– Dorothy Hewett (1923-2002), Australian writer.
– Dorothy B. Hughes (1904-1993), American author and critic.
– Dorothy Livesay (1909-1996), Canadian poet.
– Dorothy Parker (1893-1967), American author, critic, poet, and satirist.
– Dorothy Porter (1954-2008), Australian poet.
– Dorothy Richardson (1873-1957), English author and journalist.
– Dorothy Lucy Sanders (1907-1987), pen name used by Australian writer Dorothy McClemans (also as “Lucy Walker” and “Shelley Dean”).
– Dorothy L. Sayers (1893-1957), English writer and humanist.
– Dorothy West (1907-1998), American author.

Marjory

August 22, 2014 § 3 Comments

ORIGIN:
Alternate spelling of “Margery” / “Marjorie”, a medieval English version of “Margaret“, influenced by the name of the herb “marjoram”.

VARIATIONS and NICKNAMES:
Madge, Mae, Maisie, Maisy, Mame, Mamie, Margaret, Margareta, Margaretha, Margarethe, Margarita, Margaux, Marge, Margery, Margie, Margit, Margy, Margo, Margot, Marguerite, Marji, Marjorie, May, Mayme, Maymie, Meg, Megan, Megeen, Megen, Meggie, Meggy, Meta, Metta, Midge, Mim, Mimi, Mimsie, Mimsy, Mysie, Jorey, Jori, Jorie, Peg, Pegeen, Peggie, Peggy, Peigi, Reeta, Rita, etc.

REFERENCES IN LITERATURE:
Marjory, a village woman who loses her reason after her man falls from a cliff, in “Nurse Crumpet Tells the Story” (written in 1887, set circa 1630s-1669), from A Brother to Dragons, and Other Old Time Tales (1888), by Amélie Rives.
Marjory Pebble, a little girl who lives near the Lemons, in “The Farrier Lass o’ Piping Pebworth” (written in 1887, set circa 1600), from A Brother to Dragons, and Other Old Time Tales.

WRITERS:
– Marjory Stoneman Douglas (1890-1998), American activist, journalist, and writer.
– Marjory Wardrop (1869-1909), English scholar and translator.

Marian

August 11, 2014 § 3 Comments

ORIGIN:
An alternate spelling of “Marion” or “Marianne“, French diminutive forms of “Marie”, ultimately derived from “Maria“. Sometimes used as a masculine form of “Maria“, or as a version of “Marianus”.

VARIATIONS and NICKNAMES:
For girls: Mairenn, Mairin, Mairwen, Manon, Manya, Mari, Maria, Mariamne, Mariana, Marianna, Marianne, Marie, Marielle, Mariette, Marion, Mariona, Marise, Marjan, Mary, Marya, Maryana, Maryann, Marzena, Maureen, Maurine, Miren, Mirjana, Mirjane, etc.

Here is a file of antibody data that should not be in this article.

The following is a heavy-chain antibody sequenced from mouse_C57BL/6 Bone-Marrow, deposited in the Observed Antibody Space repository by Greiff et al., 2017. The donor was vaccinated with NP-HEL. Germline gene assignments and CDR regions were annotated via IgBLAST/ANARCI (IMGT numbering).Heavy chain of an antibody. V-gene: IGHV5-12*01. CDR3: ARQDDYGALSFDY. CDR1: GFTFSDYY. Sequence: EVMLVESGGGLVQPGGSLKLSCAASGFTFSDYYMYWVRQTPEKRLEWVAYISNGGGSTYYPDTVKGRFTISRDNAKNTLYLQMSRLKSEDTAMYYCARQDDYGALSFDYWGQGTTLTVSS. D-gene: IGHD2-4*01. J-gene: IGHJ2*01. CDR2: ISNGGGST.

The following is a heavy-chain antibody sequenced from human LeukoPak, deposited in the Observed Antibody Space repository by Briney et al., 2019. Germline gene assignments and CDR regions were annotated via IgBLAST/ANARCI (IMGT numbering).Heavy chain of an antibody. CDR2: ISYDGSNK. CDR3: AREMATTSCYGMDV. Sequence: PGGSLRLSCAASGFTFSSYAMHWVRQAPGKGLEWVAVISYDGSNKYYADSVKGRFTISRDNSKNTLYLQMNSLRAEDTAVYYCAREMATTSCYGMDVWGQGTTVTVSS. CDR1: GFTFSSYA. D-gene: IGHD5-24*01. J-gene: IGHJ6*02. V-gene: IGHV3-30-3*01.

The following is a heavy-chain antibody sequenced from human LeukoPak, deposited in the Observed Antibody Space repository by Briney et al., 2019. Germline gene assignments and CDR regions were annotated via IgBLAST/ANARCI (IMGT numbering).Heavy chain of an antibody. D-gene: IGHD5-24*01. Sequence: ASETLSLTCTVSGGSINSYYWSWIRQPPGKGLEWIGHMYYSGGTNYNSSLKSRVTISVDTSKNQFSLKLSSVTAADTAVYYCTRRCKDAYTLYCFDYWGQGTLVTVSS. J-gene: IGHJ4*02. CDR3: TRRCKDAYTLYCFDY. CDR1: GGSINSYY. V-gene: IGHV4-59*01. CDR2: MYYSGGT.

For boys: Marianus, Marion, Mariano, Marius, Merrian, Merrion, etc.

REFERENCES IN LITERATURE:
Marian Butter, Anthony Butter’s sturdy and strong-willed wife, who nursed Lady Margaret from childhood, in “A Brother to Dragons” (written in 1886, set in 1586), from A Brother to Dragons, and Other Old Time Tales (1888), by Amélie Rives.
Mistress Marian Every, Lady Elizabeth’s adopted daughter, who grows up with Lady Patience and Lord Ernie, in “Nurse Crumpet Tells the Story” (written in 1887, set circa 1630s-1669), from A Brother to Dragons, and Other Old Time Tales.
Marian Gray, the youngest of the Gray girls, fun-loving and strong-willed, in A Little Country Girl (1885), by Susan Coolidge.
Marian Selwyn, a well-bred young lady who is a good role-model for the girls around her, in “An April Fool”, from Nora Perry’s A Flock of Girls and Boys (1895).

WRITERS:
– Marian Engel (1933-1985), Canadian novelist.
– Marian Keyes (b. 1965), Irish author.

Robert

July 30, 2014 § 12 Comments

ORIGIN:
Anglo-Saxon, meaning “bright flame”.

VARIATIONS and NICKNAMES:
Bob, Bobbie, Bobby, Rab, Raibeart, Rob, Robb, Robbie, Robby, Roberto, Robi, Robin, Rupert, Ruprecht, etc. I guess even Bobert, if you really wish it.

REFERENCES IN LITERATURE:
Robert (called “Bob“, b. 1920), the eleventh of the dozen Gilbreth children whose upbringing is related in Cheaper By the Dozen (1948) and Belles on Their Toes (1950), written by Frank Gilbreth, Jr. and Ernestine Gilbreth Carey.
Robert, the pageboy at Jim and Ned’s place, in “The Tragedy of the Unexpected”, from Nora Perry’s The Tragedy of the Unexpected and Other Stories (published in 1880, but set in the 1870s)
Sir Robert, an uncle to Edward, Fanny, and Robert Ferrars, who was responsible for Mrs. Ferrar’s decision to send Edward to Mr. Pratt’s for a private education, in Jane Austen’s Sense and Sensibility (set between 1792-1797, published in 1811).